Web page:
WASHINGTON, D.C. -- Penguins goalie Marc-Andre Fleury became the No. 1 choice in the 2003 NHL entry draft because of his exceptional reflexes and athleticism.
The same qualities that very likely contributed to some of his struggles in the early weeks of this season.
There is nothing inherently bad about being so quick and gifted, of course. It's just that being able to rely on raw ability to stop pucks when he was younger might have prevented Fleury from laying the strong technical foundation most goalies need simply to reach this level.
Fleury, for one, does not disagree with the premise.
"I got taught all that stuff," he said yesterday. "But maybe sometimes instead of having somebody tell me that I gave up a goal that was bad, maybe I could save my [butt by making a spectacular save]. Maybe I got some bad habits."
Early in his NHL career, Fleury seemed to delight in the challenge of trying to make impossible saves on juicy rebounds he gave to his teammates during practice. Now, when his game slips out of synch, as it has been for much of this month, rebound-control tends to be a central theme.
It is easy to see how that might not be a coincidence.
"It's tough, sometimes, to break habits," he said. "Sometimes, when I was young, I did stuff that's not right. It's tough to change, but I keep working on it."
Fleury was 2-3, with a goals-against average of 4.11 and .871 save percentage, before his start against Washington at the Verizon Center last night.
Jagr haunts Capitals
Washington believed it was taking a major step toward becoming a Stanley Cup contender when it acquired Jaromir Jagr from the Penguins in 2001.
The Capitals promptly signed him to a $77 million contract extension that ran through the 2007-08 season, but traded Jagr to the New York Rangers less than three seasons later.
And still is feeling the impact of his time here.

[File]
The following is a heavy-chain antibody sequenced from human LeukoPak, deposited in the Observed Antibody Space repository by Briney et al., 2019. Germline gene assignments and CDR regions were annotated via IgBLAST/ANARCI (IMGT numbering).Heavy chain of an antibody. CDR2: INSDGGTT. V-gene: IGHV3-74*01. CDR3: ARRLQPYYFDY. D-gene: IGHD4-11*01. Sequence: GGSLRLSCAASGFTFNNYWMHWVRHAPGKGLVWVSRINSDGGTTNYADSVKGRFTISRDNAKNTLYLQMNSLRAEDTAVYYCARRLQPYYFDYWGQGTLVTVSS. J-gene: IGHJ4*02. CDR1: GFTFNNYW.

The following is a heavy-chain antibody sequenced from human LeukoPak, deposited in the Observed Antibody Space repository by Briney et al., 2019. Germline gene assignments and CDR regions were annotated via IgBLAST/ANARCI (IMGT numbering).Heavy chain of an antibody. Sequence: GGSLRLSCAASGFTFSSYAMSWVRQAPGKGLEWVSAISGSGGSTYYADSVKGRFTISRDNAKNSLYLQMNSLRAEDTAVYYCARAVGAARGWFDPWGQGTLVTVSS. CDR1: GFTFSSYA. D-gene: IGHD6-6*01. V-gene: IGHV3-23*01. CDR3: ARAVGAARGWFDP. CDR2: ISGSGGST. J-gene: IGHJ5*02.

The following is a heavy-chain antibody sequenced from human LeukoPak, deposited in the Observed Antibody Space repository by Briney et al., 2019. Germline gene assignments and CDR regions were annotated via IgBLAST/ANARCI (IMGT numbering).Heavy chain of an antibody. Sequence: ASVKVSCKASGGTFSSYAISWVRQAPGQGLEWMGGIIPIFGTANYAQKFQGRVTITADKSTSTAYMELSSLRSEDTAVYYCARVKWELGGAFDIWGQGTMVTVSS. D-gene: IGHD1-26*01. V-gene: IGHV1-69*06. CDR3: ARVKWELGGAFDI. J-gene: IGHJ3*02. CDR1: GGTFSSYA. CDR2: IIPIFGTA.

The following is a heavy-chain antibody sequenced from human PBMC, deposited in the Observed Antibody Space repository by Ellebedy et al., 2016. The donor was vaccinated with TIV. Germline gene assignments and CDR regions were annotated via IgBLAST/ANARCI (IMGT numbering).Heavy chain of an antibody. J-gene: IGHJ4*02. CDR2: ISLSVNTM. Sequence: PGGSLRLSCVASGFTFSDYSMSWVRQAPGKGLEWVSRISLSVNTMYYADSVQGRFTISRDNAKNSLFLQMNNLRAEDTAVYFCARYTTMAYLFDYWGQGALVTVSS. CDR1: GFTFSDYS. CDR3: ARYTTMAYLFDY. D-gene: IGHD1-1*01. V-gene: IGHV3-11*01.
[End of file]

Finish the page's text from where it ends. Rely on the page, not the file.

Washington is paying $3.46 million of Jagr's $8.36 million salary for 2007-08 -- something that would not be allowed under the collective bargaining agreement now in place -- and, according to a report in The Washington Post, might still be doing it next season, too.
According to the Post, Jagr's deal includes an option year (the league's current labor deal prohibits those, too) that can be triggered if he:
Scores 40 regular-season goals and the Rangers win a playoff round.
Wins the league scoring title, the Hart Trophy (regular-season MVP) or the Conn Smythe Trophy (playoff MVP).
Gets 84 points and New York reaches at least the second round of the playoffs.
Laraque back in lineup
Penguins winger Georges Laraque, who missed three games because of a sore groin, returned to the lineup last night.
He replaced forward Erik Christensen, who scored a shootout goal in the Penguins' 4-3 victory against Carolina Friday after logging just 4 minutes, 48 seconds of ice time during regulation and overtime. Christensen, who has been used in a variety of positions and roles, has one goal, one assist and a plus-minus rating of minus-1 in six games.
The Penguins' other scratch was defenseman Alain Nasreddine, who has yet to appear in an NHL game this season.